The oil major Shell has announced that its head of gas and renewables will take over for its current boss Ben van Beurden.
Wael Sawan will succeed Mr. van Beurden when he retires at the end of 2022.
Mr. Sawan, a dual Lebanese-Canadian national who once oversaw Shell’s oil and gas production division, was thought to be the front-runner to become CEO.
He currently is in charge of both Shell’s massive gas division and its expansion into low-carbon energy sources.
“Grasp the opportunities given by the energy transformation,” Mr. Sawan declared.
To provide the dependable, affordable, and greener energy that the world requires, he declared, “We will be disciplined and value-centered as we engage with our customers and partners.”
Mr. van Beurden has “been in the vanguard for the transformation of Shell to a net-zero emissions energy business by 2050 and has been a leading industry voice on some of the most significant issues facing society,” according to Sir Andrew Mackenzie, chairman of Shell.
Mr. van Beurden oversaw the company’s headquarters move to London earlier this year and the Shell acquisition of the gas giant BG Group for £36 billion in 2015.
He handled Shell’s pledge to eliminate emissions and oil output by 2050.
Ben van Beurden served as CEO of Shell for the final nine years of his career.
His purchase of the gas company BG Group for $52 billion (£36 billion) in 2015 will be his lasting legacy.
Just as many countries determined that gas would be their transitional fuel from coal to cleaner alternatives, this turbocharged Shell’s gas and LNG operations, generating bumper profits for the company that delighted shareholders and outraged campaigners and some governments.
Along with starting the oil giant’s transition from an oil and gas corporation to an energy company, Mr. van Beurden also gave it a long-term goal of becoming carbon neutral by the year 2050.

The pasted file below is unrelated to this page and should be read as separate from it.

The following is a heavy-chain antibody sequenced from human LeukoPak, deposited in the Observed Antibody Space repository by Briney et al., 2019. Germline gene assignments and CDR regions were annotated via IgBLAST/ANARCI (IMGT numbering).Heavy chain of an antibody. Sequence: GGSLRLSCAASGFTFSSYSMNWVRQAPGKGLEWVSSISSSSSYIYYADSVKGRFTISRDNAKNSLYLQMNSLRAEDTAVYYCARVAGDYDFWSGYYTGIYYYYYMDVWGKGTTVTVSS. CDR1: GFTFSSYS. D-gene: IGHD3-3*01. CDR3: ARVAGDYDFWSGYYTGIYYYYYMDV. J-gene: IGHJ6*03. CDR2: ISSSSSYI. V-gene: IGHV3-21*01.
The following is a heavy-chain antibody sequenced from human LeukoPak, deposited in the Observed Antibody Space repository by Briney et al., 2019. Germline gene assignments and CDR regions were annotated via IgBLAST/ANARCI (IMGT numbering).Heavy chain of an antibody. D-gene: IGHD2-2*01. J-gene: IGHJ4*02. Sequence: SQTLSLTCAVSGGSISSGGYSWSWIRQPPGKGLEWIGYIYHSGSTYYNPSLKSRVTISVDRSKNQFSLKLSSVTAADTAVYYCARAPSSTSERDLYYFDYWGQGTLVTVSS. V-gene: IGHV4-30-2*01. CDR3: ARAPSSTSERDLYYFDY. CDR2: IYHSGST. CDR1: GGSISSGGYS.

But he was very clear that the hydrocarbons business would provide the funding for this shift, which the global economy would require for many years to come.
Some investors had concerns about this posture a few years ago, thinking he was off-message and out of touch with the times, but the present crisis and the global rush for gas to replace Russian supplies have made him look right and put the company in a very good position.
The hiring of Mr. Sawan, according to Hargreaves Lansdown’s lead stock analyst Sophie Lund-Yates, is “obvious evidence” that the business plans to modify its “rather imprecise, though big sounding” renewables strategy.
Change won’t occur immediately, but it’s logical to believe that at the very least adjustments to the current renewable approach may be in the works, she added.
According to her, the public is currently “extremely sensitive about claims of profiteering and environmental damage,” but for investors, dividends would take precedence over a strategy for renewable energy.
In March of this year, Shell filed an appeal against the decision because, according to Mr. van Beurden, Shell shouldn’t be held accountable for its clients’ emissions.
Safety expert Caroline Dennett left her position at Shell in May of this year, citing her inability to “any longer work for a firm that ignores all the sirens and denies the risks of climate change and ecological collapse.”
Shell “is not winding down on oil and gas, but plans to explore and extract much more,” she continued.
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